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The Easter Story

Sophie Piper, illus. by Annabel Spenceley. Lion (IPG/Trafalgar Sq., dist.), $7.99 paper (32p) ISBN 978-0-7459-6513-0

Piper (Jesus Is Born) offers a straightforward retelling of the story of Jesus’ crucifixion and resurrection, using simplified language that, while occasionally clunky, makes the major figures’ roles and motivations clear; Pontius Pilate is described as “the man who was in charge of all the punishments,” while Judas Iscariot conspires with the “priests” and “teachers” unhappy with Jesus, telling them, “I’ll help you catch him.... If you pay me.” Spenceley gives a solid sense of historical Jerusalem in scenes that don’t avoid the story’s betrayals and tragedies (including a image of the three crucifixes, shown at a distance) but largely underscore a message of joy and hope. Ages 2–5. (Jan.)

Reviewed on 01/13/2017 | Details & Permalink

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Tucker Digs Easter

Leslie McGuirk. Candlewick, $7.99 (28p) ISBN 978-0-7636-8536-2

The canine star of Lucky Tucker, Gobble, Gobble, Tucker! and other holiday board books returns in a whimsical Easter story, in which he uses his digging skills to aid the Easter Bunny as he hides his eggs. McGuirk’s naïf gouache images continue to charm (Tucker’s delighted reaction to the Easter Bunny costume he gets to wear is an especially fun moment), and Tucker gets to save the day not once but twice: helping the Easter Bunny in the first place, then helping the local children find the eggs, since the duo “hid them so well that no one could find them!” Ages 2–5. (Feb.)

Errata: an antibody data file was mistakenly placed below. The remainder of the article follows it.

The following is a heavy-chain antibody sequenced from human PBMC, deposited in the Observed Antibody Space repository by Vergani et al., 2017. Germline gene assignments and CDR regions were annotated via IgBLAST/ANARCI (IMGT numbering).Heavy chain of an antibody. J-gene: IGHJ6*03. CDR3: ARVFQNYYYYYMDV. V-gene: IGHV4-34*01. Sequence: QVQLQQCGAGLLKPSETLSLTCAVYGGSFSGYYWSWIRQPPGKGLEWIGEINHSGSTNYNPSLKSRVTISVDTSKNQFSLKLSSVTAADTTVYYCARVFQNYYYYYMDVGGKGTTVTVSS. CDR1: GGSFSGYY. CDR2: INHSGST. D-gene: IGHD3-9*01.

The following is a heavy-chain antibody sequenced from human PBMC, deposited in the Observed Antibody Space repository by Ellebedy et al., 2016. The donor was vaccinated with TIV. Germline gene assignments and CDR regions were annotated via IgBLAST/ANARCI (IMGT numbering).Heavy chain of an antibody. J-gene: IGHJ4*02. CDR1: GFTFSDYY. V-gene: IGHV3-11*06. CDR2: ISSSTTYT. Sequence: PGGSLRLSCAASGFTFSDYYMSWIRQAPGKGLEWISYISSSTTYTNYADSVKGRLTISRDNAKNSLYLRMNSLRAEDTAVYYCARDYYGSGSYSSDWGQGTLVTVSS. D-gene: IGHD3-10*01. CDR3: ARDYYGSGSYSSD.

Reviewed on 01/13/2017 | Details & Permalink

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Bunny Bus

Ammi-Joan Paquette, illus. by Lesley Breen Withrow. Farrar, Straus and Giroux, $16.99 (32p) ISBN 978-0-374-30225-2

Public transit gets a springtime makeover as Paquette (Ghost in the House) and Withrow (You’re My Boo) introduce the Bunny Bus, an anthropomorphized conveyance with a fluffy tail, two large ears, and a bucktoothed grin. Dapperly dressed owls, cats, and other animals clamber aboard: “Room for more? Of course! Pile on!/ The Bunny Bus rolls on and on.” Withrow’s scraggly pencils, lined-paper backdrops, and splashes of color and pattern create an exuberant atmosphere that’s only briefly interrupted when the overloaded bus temporarily breaks down, sending carrots and painted eggs flying. It’s a novel spin on familiar Easter themes. Ages 2–4. Author’s agent: Erin Murphy, Erin Murphy Literary Agency. Illustrator’s agent: Chris Tugeau, Christina A. Tugeau Artist Agency. (Jan.)

Reviewed on 01/13/2017 | Details & Permalink

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Seeking a Bunny

Angela DiTerlizzi, illus. by Allie Smith. Little Simon, $7.99 (30p) ISBN 978-1-4814-7672-0